There are two ways in which a political body can achieve ballot access in the Golden State: by registration or petition. It can either register at least 103,004 voters who affiliate with that party, i.e. 1% of the total number of votes cast in the previous gubernatorial election, or it can collect valid petition signatures totaling 10% of the turnout in the previous gubernatorial election, in this case, 1,030,040. Americans Elect opted for the latter.
The group submitted over 1.5 million petition signatures to the Secretary of State in July. According to Richard Winger of Ballot Access News, the last political party to qualify for the California ballot by the petition method was Henry Wallace’s Independent Progressive Party, which was certified in 1947-1948.
Americans Elect has now achieved ballot access in thirteen states: Alaska, Arizona, Arkansas, California, Colorado, Florida, Kansas, Michigan, Mississippi, Nevada, Ohio, Rhode Island, and Utah. As the group is determined to obtain ballot access in all 50 states ahead of next year’s elections in order to field an Independent ticket for president, its certification in California represents a significant milestone. The over 1.5 million signatures it gathered in California exceeds the total number of signatures it will have to collect to gain ballot access in all the other states combined.
Such a monumental task raises an obvious question: who is funding the group’s efforts? This has been a thorny issue for the organization. Technically, it is not a political party but rather a 501(c)4 social welfare group, which does not require that donations to the organization be made public. According to a report by Thomas Friedman in the New York Times last July, Americans Elect is “financed with some serious hedge-fund money.” The organization’s spokesperson, Ileana Wachtel, recently stated that over 4,000 individuals have donated around $30 million to support its efforts and that much of this money will be paid back to original investors as it broadens its donor base.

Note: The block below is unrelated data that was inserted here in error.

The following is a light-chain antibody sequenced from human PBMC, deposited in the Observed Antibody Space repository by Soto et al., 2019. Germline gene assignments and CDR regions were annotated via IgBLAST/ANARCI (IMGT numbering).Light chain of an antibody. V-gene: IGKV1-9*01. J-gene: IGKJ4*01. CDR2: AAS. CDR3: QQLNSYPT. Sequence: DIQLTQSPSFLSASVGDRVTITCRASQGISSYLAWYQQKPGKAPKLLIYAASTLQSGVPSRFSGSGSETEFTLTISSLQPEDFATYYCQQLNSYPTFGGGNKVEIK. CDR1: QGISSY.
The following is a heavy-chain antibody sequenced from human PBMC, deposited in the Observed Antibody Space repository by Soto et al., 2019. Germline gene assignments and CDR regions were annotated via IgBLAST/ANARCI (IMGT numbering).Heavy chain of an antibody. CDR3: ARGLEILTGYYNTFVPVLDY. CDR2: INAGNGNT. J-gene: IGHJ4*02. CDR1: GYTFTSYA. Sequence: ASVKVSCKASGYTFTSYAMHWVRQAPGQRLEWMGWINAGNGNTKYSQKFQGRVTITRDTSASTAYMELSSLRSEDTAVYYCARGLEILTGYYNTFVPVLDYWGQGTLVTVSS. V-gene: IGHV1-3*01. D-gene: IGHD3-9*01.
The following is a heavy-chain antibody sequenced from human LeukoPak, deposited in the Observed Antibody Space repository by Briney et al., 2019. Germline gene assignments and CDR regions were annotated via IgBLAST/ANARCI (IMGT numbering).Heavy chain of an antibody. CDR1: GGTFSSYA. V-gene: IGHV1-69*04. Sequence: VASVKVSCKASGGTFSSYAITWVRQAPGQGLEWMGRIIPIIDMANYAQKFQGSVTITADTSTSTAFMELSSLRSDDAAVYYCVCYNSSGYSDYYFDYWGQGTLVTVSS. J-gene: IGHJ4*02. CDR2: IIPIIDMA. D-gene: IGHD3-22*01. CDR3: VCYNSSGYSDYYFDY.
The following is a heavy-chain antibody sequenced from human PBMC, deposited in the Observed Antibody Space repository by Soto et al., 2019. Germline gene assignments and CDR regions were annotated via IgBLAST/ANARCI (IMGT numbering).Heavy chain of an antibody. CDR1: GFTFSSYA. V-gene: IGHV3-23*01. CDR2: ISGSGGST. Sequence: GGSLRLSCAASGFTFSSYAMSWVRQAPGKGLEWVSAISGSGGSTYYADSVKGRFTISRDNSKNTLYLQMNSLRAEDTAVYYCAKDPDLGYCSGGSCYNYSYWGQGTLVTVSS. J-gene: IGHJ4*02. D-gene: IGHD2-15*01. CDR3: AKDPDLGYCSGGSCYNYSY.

In defense of keeping donor names out of the public record, Wachtel has stated that many supporters, Democrats and Republicans alike, “fear recrimination from within their own party if their names are disclosed,” according to a report in the San Francisco Chronicle. Given the scorn for Independent and third party alternatives to the Democrats and Republicans among supporters of the political status quo, such trepidation is not difficult to comprehend.
In addition to questioning its funding sources, critics have also drawn attention to the process by which the organization will select its candidates for president and vice president. The group will hold the first ever online primary for a presidential ticket in the United States.
Any legal voter can become a delegate of the organization by registering on its website, which qualifies the individual to cast a ballot in its online nominating convention. A first round of voting will be held in April to winnow the field of candidates down to six or less, to be followed by the official online nominating convention in July. However, the organization’s delegates do not technically have the final say in the matter. A committee selected by the group’s board of directors will vet all candidates to ensure they pass presidential muster by comparison with past holders of the office. Thus far, few critics have raised obvious concerns regarding the security and integrity of a direct online presidential primary election, but they are sure to come as the group continues its efforts toward ballot access in all fifty states.
To date, former Louisiana Governor Buddy Roemer, a candidate for the Republican party’s nomination, is the only individual who has stated an intention to seek the nomination of Americans Elect.